A nonprofit, independent news source to inform, inspire, educate and connect the St. Louis Jewish community.

St. Louis Jewish Light

A nonprofit, independent news source to inform, inspire, educate and connect the St. Louis Jewish community.

St. Louis Jewish Light

A nonprofit, independent news source to inform, inspire, educate and connect the St. Louis Jewish community.

St. Louis Jewish Light

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A Rabbi, a Nun, and the ensuring a Jewish Burial


Fourteen years ago, I received an unusual phone call. The call was from a nun. Sister Mary called to tell me that Dale, a Jewish man who was a student of mine, had suddenly passed away at the age of 45. 

She asked if I could assist her in raising enough money to pay for his cremation.

Judaism strictly prohibits cremation. At that moment several thoughts raced through my mind. I certainly couldn’t participate in assisting with a cremation. If I were to decide to become involved, what were the chances that I could convince Sister Mary and Dale’s ex-wife that Dale should be given a Jewish burial and not cremated?  And even if I managed to convince them, how could I possibly come up with thousands of dollars needed to pay for a burial? 

Before sharing what happened, I’d like to discuss the importance of Jewish burial. Much of the following is taken or adapted from “Last Kindness,” a nonprofit dedicated to helping every Jew choose and receive Jewish burial (LastKindness.org). 

The Torah teaches that every Jew, no matter how “Jewish” they lived — or did not live — has the right to be buried as a Jew.  Burial is how the Torah teaches every human being should be cared for when they die. Burial is an act of kindness and respect. It’s a kindness to the soul and body of the deceased, it’s a kindness to the planet, and it’s a kindness to the remaining loved ones as well.

Remember the respectful treatment Queen Elizabeth’s body received? You deserve no less. Really. Blue blood doesn’t make a bit of difference at the end. Every human body should be treated with respect — both in life and in death. The human body is sacred, having housed the soul, and should be treated as such.  

Our heritage as Jews matters, and having a Jewish burial tells the world you are proud of it. The primary reason we choose burial is that it’s a mitzvah to bury the dead. A direct reference to burial can be found in Genesis: “For dust you are, and to dust you shall return.” (3:19) Torah and traditional Jewish law are replete with references to the importance of providing burial for every human being. Although having a grave provides closure and comfort to remaining loved ones, even if no one will ever visit the grave, burial has intrinsic value for the deceased. There is no greater example of this than Moses, the greatest Jewish leader of all time who was buried by G-d Himself and G-d vows that no one will ever visit his grave.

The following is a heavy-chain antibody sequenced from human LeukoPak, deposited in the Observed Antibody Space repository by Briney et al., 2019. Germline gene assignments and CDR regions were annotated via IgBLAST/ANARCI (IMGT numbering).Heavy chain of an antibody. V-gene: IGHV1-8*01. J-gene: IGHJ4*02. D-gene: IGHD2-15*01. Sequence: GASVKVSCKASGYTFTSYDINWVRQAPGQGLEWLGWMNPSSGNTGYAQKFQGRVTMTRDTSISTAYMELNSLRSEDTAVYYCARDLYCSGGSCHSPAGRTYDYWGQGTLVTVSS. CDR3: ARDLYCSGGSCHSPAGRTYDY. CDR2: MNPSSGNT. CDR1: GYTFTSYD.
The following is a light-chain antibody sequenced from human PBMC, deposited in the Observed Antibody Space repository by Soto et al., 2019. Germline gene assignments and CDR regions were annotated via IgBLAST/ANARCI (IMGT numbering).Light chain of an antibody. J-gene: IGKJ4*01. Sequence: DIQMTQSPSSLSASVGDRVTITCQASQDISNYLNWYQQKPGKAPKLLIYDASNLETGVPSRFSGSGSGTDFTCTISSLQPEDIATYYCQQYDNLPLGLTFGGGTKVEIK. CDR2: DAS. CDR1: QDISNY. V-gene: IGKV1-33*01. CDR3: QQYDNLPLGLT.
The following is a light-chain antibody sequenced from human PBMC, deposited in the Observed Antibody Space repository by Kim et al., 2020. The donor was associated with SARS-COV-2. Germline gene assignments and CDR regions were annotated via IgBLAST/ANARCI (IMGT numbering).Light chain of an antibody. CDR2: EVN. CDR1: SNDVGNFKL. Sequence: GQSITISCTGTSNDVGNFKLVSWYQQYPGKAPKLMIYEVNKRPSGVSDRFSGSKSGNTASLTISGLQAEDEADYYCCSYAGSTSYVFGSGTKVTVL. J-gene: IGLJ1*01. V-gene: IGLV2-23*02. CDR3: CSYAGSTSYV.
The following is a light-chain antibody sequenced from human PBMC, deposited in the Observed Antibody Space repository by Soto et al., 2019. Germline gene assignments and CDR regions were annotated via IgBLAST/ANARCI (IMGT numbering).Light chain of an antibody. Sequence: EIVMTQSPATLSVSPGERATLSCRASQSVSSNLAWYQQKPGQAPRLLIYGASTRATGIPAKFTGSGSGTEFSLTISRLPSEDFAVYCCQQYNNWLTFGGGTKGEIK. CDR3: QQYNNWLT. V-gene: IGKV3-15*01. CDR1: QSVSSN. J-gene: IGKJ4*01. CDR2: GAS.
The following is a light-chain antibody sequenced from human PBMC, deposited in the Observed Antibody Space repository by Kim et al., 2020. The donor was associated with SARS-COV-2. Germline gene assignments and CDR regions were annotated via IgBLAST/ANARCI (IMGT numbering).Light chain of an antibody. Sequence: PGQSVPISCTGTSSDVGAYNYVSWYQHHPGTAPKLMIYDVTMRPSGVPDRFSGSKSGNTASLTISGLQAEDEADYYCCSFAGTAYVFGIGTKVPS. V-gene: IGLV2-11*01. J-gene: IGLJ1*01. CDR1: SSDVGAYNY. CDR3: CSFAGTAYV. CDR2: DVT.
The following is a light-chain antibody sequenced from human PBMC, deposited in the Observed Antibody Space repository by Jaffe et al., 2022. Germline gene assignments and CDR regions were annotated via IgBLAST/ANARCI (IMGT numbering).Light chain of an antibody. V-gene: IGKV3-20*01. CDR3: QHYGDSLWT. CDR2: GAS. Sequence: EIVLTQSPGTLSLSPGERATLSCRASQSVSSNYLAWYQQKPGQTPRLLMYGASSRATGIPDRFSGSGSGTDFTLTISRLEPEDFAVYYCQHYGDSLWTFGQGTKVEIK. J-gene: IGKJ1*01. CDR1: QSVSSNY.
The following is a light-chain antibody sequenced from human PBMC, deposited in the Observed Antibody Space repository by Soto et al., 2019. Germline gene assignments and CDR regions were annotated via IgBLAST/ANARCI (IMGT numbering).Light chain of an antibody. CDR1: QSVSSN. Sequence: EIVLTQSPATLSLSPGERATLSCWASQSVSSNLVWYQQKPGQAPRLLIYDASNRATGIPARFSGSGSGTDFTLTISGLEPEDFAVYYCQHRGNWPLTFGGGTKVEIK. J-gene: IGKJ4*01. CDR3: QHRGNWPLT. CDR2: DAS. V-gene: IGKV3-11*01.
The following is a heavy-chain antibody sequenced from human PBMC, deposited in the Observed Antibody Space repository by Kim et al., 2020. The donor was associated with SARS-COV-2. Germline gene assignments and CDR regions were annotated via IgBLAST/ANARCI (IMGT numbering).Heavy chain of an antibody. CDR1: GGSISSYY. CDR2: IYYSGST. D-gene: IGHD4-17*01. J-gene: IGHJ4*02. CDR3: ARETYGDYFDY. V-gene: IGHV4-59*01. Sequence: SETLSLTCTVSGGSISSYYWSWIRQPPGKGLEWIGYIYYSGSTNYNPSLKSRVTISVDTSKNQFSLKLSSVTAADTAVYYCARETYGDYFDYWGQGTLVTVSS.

Jewish afterlife-care is particularly gentle and kind in its treatment. Throughout the entire process, care for the body is carried out quietly, gently, and with great reverence, recognizing the body as the sacred creation it is. And traditional Jewish burial is eco-friendly. It uses a simple pine coffin, biodegradable shrouds and absolutely no chemicals. The body decomposes gradually and becomes one with the earth.

On a spiritual level, Jewish burial is an act of kindness to the departed soul. Our body isn’t our true essence our soul is — and it lives forever. Yet the soul remains with the body even after the two are separated at death. The soul still feels connected to the body and is sensitive to how its lifelong partner is being treated.

Why not opt for cremation? Cremation is not only an act of violence against the deceased, which pains the soul, but it actually severs the connection between the body and soul, causing the soul eternal pain. Additionally, we don’t burn things we love. As an 11-year-old boy I remember when my pet turtle died. I lovingly placed it in a shoebox, and gently bid it farewell in a backyard funeral service. If anyone would have mentioned throwing the remains of my beloved pet into a bonfire, I would have been appalled. We love our pets. And by magnitudes difficult to measure, we love our dear relatives.

To return to the story with which I began: I told Sister Mary that according to Jewish law, Jews have to be buried. She paused, and said, “ ‘Rabbi, I agree with that!’ I called Dale’s ex-wife, who said she would be grateful if a Jewish burial could be arranged. I called the director of a local Jewish funeral home who said, ‘Rabbi, see how much money the family can afford. We’ll do the funeral, regardless, and I’ll do what I can to get a cemetery to donate a plot.’”    

The ceremony was most unusual. There was a rabbi and a nun. But more significantly, there was kindness and generosity. Dale’s family and many members of the Jewish community were in attendance. This was appropriate, I felt, because Dale was a kind and generous man. He was not a man who went to synagogue. Nor was he an observant Jew. But Dale was a proud Jew and was buried like a Jew.

Traditional Jewish burial is kinder to your body, kinder to the planet, kinder to your relatives, and kinder to your soul. And as Jews, traditional Jewish burial connects us to our glorious 3300-year heritage, as well as connecting us to our Jewish mothers and fathers throughout the ages who lived as Jews and who died as Jews.

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